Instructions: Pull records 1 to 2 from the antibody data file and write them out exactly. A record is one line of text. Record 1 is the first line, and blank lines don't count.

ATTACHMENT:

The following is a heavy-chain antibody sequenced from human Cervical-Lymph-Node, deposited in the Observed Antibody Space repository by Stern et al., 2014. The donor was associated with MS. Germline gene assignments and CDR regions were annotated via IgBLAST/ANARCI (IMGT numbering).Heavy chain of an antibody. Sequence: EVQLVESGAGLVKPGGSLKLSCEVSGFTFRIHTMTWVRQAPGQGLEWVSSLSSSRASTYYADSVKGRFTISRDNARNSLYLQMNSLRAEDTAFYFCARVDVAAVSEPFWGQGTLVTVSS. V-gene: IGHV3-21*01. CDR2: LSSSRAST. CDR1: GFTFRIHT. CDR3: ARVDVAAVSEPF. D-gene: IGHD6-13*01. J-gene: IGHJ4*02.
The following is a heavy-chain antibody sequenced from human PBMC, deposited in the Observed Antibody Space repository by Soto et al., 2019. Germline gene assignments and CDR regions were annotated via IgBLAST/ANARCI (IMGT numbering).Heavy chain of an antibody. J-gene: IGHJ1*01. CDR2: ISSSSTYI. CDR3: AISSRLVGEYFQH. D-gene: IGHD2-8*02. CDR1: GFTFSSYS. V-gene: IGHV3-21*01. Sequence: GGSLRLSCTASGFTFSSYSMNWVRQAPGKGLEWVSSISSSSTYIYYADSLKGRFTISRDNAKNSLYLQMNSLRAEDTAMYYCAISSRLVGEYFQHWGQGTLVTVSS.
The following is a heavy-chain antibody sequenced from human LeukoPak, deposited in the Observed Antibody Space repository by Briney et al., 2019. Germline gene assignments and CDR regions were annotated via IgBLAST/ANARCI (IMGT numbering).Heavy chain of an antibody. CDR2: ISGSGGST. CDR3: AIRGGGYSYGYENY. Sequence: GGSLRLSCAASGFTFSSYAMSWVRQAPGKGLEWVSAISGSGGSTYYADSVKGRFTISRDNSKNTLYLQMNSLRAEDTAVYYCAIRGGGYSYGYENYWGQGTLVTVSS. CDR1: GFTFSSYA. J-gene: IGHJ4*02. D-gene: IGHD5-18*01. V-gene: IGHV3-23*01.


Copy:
The following is a heavy-chain antibody sequenced from human Cervical-Lymph-Node, deposited in the Observed Antibody Space repository by Stern et al., 2014. The donor was associated with MS. Germline gene assignments and CDR regions were annotated via IgBLAST/ANARCI (IMGT numbering).Heavy chain of an antibody. Sequence: EVQLVESGAGLVKPGGSLKLSCEVSGFTFRIHTMTWVRQAPGQGLEWVSSLSSSRASTYYADSVKGRFTISRDNARNSLYLQMNSLRAEDTAFYFCARVDVAAVSEPFWGQGTLVTVSS. V-gene: IGHV3-21*01. CDR2: LSSSRAST. CDR1: GFTFRIHT. CDR3: ARVDVAAVSEPF. D-gene: IGHD6-13*01. J-gene: IGHJ4*02.
The following is a heavy-chain antibody sequenced from human PBMC, deposited in the Observed Antibody Space repository by Soto et al., 2019. Germline gene assignments and CDR regions were annotated via IgBLAST/ANARCI (IMGT numbering).Heavy chain of an antibody. J-gene: IGHJ1*01. CDR2: ISSSSTYI. CDR3: AISSRLVGEYFQH. D-gene: IGHD2-8*02. CDR1: GFTFSSYS. V-gene: IGHV3-21*01. Sequence: GGSLRLSCTASGFTFSSYSMNWVRQAPGKGLEWVSSISSSSTYIYYADSLKGRFTISRDNAKNSLYLQMNSLRAEDTAMYYCAISSRLVGEYFQHWGQGTLVTVSS.